Yesterday, the Poetry House at West Chester University threw a party for the late, great Sylvia Plath. Poets, artists scholars, and visual artists were on hand to talk about what Sylvia's work has meant in their lives.
|Poet Anna M. Evans|
Plath was one of the giants who made me want to write poetry in the first place, so I was glad to be on hand to celebrate her genius, and to hear from the many talented women who had gathered to pay tribute.
|Angela Alaimo O'Donnell|
One of the wonderful presenters was Angela Alaimo O'Donnell, who read this poem:
Sonnet Saint Sylvia
February 11th, 4:30AM
Now’s the very time that she did it.
Time both of day and of year.
The violet hour, between wake and sleep.
Her milk-fed boy in the sealed room.
The poems stacked neat. The kitchen clean.
Her wifely duties quite done.
Only then did she kneel at the oven.
Her heart untrained for distance.
Tired of the hurdling, tired of the run.
Dying to rest before morning
cracked the door on another gray day.
She sought the darkest places she knew—
the basement, the oven, the grave.
There she could be brave.
Another was visual artist Holly Trostle Brigham, whose watercolor "Mourning Sylvia" mingles autobiographical imagery and Plathian themes in a work inspired by Victorian eye portraits, which were given as tokens of love.
And poet Jane Satterfield also was on hand to read this Plath-inspired poem:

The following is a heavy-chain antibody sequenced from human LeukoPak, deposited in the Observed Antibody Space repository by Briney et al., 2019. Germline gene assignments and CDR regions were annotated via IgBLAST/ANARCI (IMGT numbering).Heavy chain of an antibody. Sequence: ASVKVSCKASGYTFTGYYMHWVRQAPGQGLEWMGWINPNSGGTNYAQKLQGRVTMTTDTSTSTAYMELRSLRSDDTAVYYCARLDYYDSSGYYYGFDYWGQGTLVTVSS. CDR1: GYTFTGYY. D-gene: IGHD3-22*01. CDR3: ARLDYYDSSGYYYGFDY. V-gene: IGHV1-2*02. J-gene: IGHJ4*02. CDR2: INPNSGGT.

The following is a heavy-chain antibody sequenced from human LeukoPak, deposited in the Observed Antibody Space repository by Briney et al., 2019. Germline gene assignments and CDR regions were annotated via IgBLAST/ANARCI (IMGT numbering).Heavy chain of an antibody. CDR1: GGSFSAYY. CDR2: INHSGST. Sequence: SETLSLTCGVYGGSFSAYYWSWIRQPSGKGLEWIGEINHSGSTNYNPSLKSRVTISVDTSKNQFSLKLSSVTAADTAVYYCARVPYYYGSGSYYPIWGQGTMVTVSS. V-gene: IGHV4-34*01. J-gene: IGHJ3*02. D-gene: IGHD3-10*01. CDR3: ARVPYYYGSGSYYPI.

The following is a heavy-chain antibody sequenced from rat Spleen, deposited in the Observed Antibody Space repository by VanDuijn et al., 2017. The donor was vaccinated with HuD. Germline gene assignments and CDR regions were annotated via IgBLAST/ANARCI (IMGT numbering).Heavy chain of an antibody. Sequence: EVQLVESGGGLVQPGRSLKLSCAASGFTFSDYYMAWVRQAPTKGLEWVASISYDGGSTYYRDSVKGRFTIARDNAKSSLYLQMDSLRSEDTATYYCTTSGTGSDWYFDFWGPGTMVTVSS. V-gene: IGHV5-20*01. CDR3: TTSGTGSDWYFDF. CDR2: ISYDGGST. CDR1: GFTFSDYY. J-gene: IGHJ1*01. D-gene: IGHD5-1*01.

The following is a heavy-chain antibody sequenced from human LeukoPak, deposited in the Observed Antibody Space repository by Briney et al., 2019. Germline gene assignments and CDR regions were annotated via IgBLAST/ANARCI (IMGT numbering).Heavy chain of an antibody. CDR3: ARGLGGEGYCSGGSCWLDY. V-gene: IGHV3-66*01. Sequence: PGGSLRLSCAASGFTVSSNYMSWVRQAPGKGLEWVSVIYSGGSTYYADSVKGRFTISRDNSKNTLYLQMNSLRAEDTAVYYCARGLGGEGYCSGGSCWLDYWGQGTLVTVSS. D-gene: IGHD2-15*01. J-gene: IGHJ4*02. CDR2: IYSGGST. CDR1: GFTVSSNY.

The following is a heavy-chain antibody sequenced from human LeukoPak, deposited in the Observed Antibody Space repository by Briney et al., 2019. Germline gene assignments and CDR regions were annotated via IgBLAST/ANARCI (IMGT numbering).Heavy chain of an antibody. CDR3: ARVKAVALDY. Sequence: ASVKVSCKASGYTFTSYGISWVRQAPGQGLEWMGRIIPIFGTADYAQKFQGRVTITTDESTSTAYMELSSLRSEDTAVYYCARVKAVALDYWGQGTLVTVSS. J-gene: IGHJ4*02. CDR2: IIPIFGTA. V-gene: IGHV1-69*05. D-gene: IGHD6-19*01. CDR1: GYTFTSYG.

Not one on nodding terms with the dead,
I was surprised to meet Sylvia.
A regular out for a cigarette, I'd simply
stepped back a second from crowds, bottled ale, jazz.
The backroom's rafters ruptured with light.
She was fresh from the flowers--
they made exquisite poems in her hands.
Understand, I was the one without flesh tone.
Fallen, towed under Atlantic spill,
fumbling to catch the blessed line.
Thanks to Kim Bridgford, director of West Chester University's Poetry Center, for hosting this lovely afternoon of poetry, fellowship, and birthday cake!
Of course there's only one way to end this post: by letting the birthday girl speak for herself. Here is one of my many favorite poems by Plath, itself a birth day poem:
Love set you going like a fat gold watch.
The midwife slapped your footsoles, and your bald cry
Took its place among the elements.
Our voices echo, magnifying your arrival. New statue.
In a drafty museum, your nakedness
Shadows our safety. We stand round blankly as walls.
I'm no more your mother
Than the cloud that distills a mirror to reflect its own slow
Effacement at the wind's hand.
All night your moth-breath
Flickers among the flat pink roses. I wake to listen:
A far sea moves in my ear.
One cry and I stumble from bed, cow-heavy and floral
In my Victorian nightgown.
Your mouth opens clean as a cat's. The window square
Whitens and swallows its dull stars. And now you try
Your handful of notes;
The clear vowels rise like balloons.